I can't decide whether I like mung ka dhokla more or the regular instant dhokla made with besan. These are the two variants I make more but a corn dhokla is also a winter favourite. Dhokla is a steamed 'bread' made using lentils and tempered with a mix of ingredients that make it nice tart, sweet and hot. Dhokla can be served as a gluten free snack, an appetizer or even in a thali meal. I wouldn't mind some dhokla with a salad though.
Mung or moong ki daal is skinned mung beans considered very easy to digest and fairly rich in protein. Mung ka dhokla is a steamed bread that is served cold with a tangy hot and sweet tempering that makes the dhokla quite moist and soft. Actually I would say all types of dhokla are basically steamed lentil breads way more superior than the white commercial breads. Very similar to corn breads of Mexico but served differently. The Indian punch is unmistakable in a dhokla which is specifically a Gujrati riot of flavors.
Besan ka dhokla is more common in our homes and most sweet shops all over north India. Everyone likes the dhokla with varying combinations of sweet, sour and hot flavours melding together with some coconut, sesame and mustard seeds in the tadka. I skip sesame most of the times although I love sesame otherwise. May be because I grew up loving the dhokla without sesame.
Mung ka dhokla is not very common but I started making it quite by an accidental lie I had to speak. Yes I do lie sometimes but I always have valid reasons for it. The valid reason for this lie came in the form of an unexpected query about the usual besan ka dhokla I had made one day. This was at my in law's place and I was a new bride on a spree to impress everyone with the things I could do. So the dhokla that day was appreciated a lot and after eating a few fat pieces of dhokla my father in law asked if those were 'mung ka dhokla'. I was startled at this question as I had got to know he can't digest besan that well and he had already eaten a lot of dhokla for my comfort. I said yes it is moong ka dhokla just to not panic him. He did not have any indigestion issues that day thankfully but then he started demanding for mung ka dhokla quite often. Later on I made the real mung ka dhokla but I wonder how could he not know the taste the first time.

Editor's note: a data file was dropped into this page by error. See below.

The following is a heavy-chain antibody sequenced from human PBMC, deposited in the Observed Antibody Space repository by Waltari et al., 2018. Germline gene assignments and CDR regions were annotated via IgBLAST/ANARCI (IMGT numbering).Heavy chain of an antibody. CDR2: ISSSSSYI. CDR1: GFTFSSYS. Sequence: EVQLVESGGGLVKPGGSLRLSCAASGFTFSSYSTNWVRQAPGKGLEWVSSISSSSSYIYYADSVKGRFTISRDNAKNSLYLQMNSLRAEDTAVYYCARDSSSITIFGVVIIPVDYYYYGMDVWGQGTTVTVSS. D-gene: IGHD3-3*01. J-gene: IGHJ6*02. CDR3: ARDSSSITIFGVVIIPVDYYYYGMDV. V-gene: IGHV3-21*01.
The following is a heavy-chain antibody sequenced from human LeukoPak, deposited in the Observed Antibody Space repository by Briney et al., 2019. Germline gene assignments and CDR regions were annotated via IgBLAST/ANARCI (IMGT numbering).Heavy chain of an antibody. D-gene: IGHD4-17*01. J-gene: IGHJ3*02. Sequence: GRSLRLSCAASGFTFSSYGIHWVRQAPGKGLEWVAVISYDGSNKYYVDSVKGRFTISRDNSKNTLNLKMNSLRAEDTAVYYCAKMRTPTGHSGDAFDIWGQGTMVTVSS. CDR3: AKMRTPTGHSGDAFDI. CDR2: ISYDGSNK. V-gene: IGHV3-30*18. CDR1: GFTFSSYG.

This time when I visited my in laws for an extended weekend I was reminded of how he wanted mung ka dhokla last time I had gone and I could not make it then. I had time on hand this time around and made this one dish for everyone to enjoy.
There are special utensils for steaming dhokla but not to worry if you don;t have them. Keep a large vessel ready to boil water over which a metallic strainer will be placed. The dhokla will be steamed in a flat based thali (or large baking dish) kept inside the strainer and covered. You can steam dhokla in idli steamer as well.
(makes enough dhokla for 6 people as a hearty snack)
mung daal (skinned mung beans) 2 cups
salt to taste
soda bi carb 1 tsp
peanut oil 1 tbsp
mustard seeds 2 tsp
slit green chillies 3-4
curry patta 3-4 strings, leaves separated
grated coconut 1/2 cup packed
lime juice 2 tbsp
sugar 1 tbsp
hing or asafotida 1 pinch
Soak mung daal overnight and grind without added water the next morning. Soaking the mung daal for at least 4 hours is required so keep it ready if you need it in the evening. The paste should look like idli batter or loose cake batter in consistency.
Add salt and soda bicarb and mix really well. Pour the batter in one or 2 greased thalis depending on how large your steaming vessel is and how thick (tall) dhokla you want.
Place on the steamer contraption and steam for about 15 minutes or till a knife comes out clean.
Cool and make cuts into the steamed dhokla. Prepare a tempering to pour over it.
To make the tempering, Heat the oil and add hing to it. Now tip in the mustard seeds, green chillies and curry patta and let them cook a bit. Now pour 1 cup of water and add sugar to the mix. Let the mixture come to a boil before taking it off the flame. Add the lime juice and pour over the steamed dhokla. Let it rest till the dhokla soaked up all the water and tempering. Serve as desired, garnished with grated coconut.
This dhokla stays well for 8-10 hours on room temperature. I like mung ka dhokla better than the besan ka dhokla that I make at home. I think mung ka dhokla has it's own taste that grows on you. But Arvind likes the besan ka dhokla better. We rarely have common food choices you know.
I suggest making thinner dhokla when making it with mung daal as the rising is better this way. Or else you can add a tsp of fruit salt to the batter to make it rise more.